As displayed in this image, the small elevations of the skin of dermatosis papulosa nigra can sometimes develop thicker scaling.
As displayed in this image, the small elevations of the skin of dermatosis papulosa nigra can sometimes develop thicker scaling.
In dermatosis papulosa nigra, tiny to small, dark brown elevations of the skin are typically located on or around the cheeks.
In dermatosis papulosa nigra, tiny to small, dark brown elevations of the skin are typically located on or around the cheeks.
This image displays a close-up of typical brown elevations of the skin of dermatosis papulosa nigra.
This image displays a close-up of typical brown elevations of the skin of dermatosis papulosa nigra.
This image displays large, dark elevations of the skin due to dermatosis papulosa nigra.
This image displays large, dark elevations of the skin due to dermatosis papulosa nigra.
This image displays a severe case of dermatosis papulosa nigra on the face.
This image displays a severe case of dermatosis papulosa nigra on the face.

Images of Dermatosis Papulosa Nigra (5)

As displayed in this image, the small elevations of the skin of dermatosis papulosa nigra can sometimes develop thicker scaling.
In dermatosis papulosa nigra, tiny to small, dark brown elevations of the skin are typically located on or around the cheeks.
This image displays a close-up of typical brown elevations of the skin of dermatosis papulosa nigra.
This image displays large, dark elevations of the skin due to dermatosis papulosa nigra.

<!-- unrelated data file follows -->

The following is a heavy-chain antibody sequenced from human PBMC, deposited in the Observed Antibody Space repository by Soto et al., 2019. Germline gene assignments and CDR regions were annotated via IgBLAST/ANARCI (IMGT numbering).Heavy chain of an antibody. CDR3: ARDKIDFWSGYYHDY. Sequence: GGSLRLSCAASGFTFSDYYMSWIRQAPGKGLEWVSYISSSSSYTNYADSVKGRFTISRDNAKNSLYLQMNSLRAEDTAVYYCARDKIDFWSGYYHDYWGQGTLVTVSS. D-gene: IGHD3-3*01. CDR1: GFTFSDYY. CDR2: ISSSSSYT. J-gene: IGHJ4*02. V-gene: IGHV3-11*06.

This image displays a severe case of dermatosis papulosa nigra on the face.

Dermatosis Papulosa Nigra

Dermatosis papulosa nigra is a common condition that most often affects Black and Asian adults. The cause of dermatosis papulosa nigra is unknown, but about half of people affected have a family history of the condition.

Dermatosis papulosa nigra does not go away on its own. Although it can be cosmetically concerning, it does not pose a risk for cancer or other diseases or syndromes.

Who's At Risk?

Dermatosis papulosa nigra is most common in people with darker skin colors, especially people of African or Asian descent. Up to one-third of Black adults have at least some of these lesions. Women are affected more often than men. Dermatosis papulosa nigra usually begins in adolescence, and the number and size of lesions increase with age.

Signs & Symptoms

In dermatosis papulosa nigra, numerous papules (small, solid bumps) can be found on the cheeks and forehead. They are often dark brown or black, but they can be any shade of brown. Sometimes these papules can be found on the neck, chest, and back. They are usually symmetric (on both cheeks, for example), similar in size, and asymptomatic, meaning they should not cause any pain or itch.

Self-Care Guidelines

There are no self-care guidelines for dermatosis papulosa nigra.

Treatments

When removing dermatosis papulosa nigra lesions, your medical professional must take care to avoid scarring and loss of pigment (hypopigmentation) of the skin that can occur with certain aggressive treatments.

The most common treatment options for dermatosis papulosa nigra include snip excision (using very sharp, sterile scissors), curettage (scraping), electrodesiccation (burning), and laser removal.

Visit Urgency

No medical care is necessary for dermatosis papulosa nigra as it is a harmless condition. However, see a medical professional if you have a new dark skin growth and you are not sure what it is or if you have dermatosis papulosa nigra and would like to learn more about removal of the lesions.

References

Bolognia J, Schaffer JV, Cerroni L. Dermatology. 4th ed. Philadelphia, PA: Elsevier; 2018.

James WD, Elston D, Treat JR, Rosenbach MA. Andrew’s Diseases of the Skin. 13th ed. Philadelphia, PA: Elsevier; 2019.

Kang S, Amagai M, Bruckner AL, et al. Fitzpatrick’s Dermatology. 9th ed. New York, NY: McGraw-Hill Education; 2019.

Last modified on May 10th, 2024 at 10:02 am

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